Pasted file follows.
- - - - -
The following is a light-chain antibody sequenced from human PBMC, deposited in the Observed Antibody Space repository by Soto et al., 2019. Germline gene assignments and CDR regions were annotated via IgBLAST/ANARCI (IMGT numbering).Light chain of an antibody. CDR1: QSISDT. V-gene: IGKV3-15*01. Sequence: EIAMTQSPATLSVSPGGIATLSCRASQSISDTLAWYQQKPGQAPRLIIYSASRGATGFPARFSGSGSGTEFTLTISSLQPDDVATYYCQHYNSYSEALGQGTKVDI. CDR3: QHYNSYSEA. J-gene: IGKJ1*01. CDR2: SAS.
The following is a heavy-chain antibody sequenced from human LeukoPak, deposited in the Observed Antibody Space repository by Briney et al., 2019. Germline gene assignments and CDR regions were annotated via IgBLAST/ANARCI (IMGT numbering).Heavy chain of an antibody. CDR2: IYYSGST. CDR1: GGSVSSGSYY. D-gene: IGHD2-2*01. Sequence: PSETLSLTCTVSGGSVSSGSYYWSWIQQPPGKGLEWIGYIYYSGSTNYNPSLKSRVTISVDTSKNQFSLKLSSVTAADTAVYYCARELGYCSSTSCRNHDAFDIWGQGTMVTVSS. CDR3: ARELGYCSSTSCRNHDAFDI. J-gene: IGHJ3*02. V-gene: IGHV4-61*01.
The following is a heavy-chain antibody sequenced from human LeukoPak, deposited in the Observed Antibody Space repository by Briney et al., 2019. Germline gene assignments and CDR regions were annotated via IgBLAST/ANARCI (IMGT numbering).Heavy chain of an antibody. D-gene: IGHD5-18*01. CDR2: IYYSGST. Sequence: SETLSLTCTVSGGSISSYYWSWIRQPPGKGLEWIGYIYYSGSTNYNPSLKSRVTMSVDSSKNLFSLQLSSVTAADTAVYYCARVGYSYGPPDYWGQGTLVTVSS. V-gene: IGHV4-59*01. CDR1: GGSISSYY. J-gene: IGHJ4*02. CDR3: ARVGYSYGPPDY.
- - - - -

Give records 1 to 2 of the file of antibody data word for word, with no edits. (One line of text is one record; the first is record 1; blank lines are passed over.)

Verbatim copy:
The following is a light-chain antibody sequenced from human PBMC, deposited in the Observed Antibody Space repository by Soto et al., 2019. Germline gene assignments and CDR regions were annotated via IgBLAST/ANARCI (IMGT numbering).Light chain of an antibody. CDR1: QSISDT. V-gene: IGKV3-15*01. Sequence: EIAMTQSPATLSVSPGGIATLSCRASQSISDTLAWYQQKPGQAPRLIIYSASRGATGFPARFSGSGSGTEFTLTISSLQPDDVATYYCQHYNSYSEALGQGTKVDI. CDR3: QHYNSYSEA. J-gene: IGKJ1*01. CDR2: SAS.
The following is a heavy-chain antibody sequenced from human LeukoPak, deposited in the Observed Antibody Space repository by Briney et al., 2019. Germline gene assignments and CDR regions were annotated via IgBLAST/ANARCI (IMGT numbering).Heavy chain of an antibody. CDR2: IYYSGST. CDR1: GGSVSSGSYY. D-gene: IGHD2-2*01. Sequence: PSETLSLTCTVSGGSVSSGSYYWSWIQQPPGKGLEWIGYIYYSGSTNYNPSLKSRVTISVDTSKNQFSLKLSSVTAADTAVYYCARELGYCSSTSCRNHDAFDIWGQGTMVTVSS. CDR3: ARELGYCSSTSCRNHDAFDI. J-gene: IGHJ3*02. V-gene: IGHV4-61*01.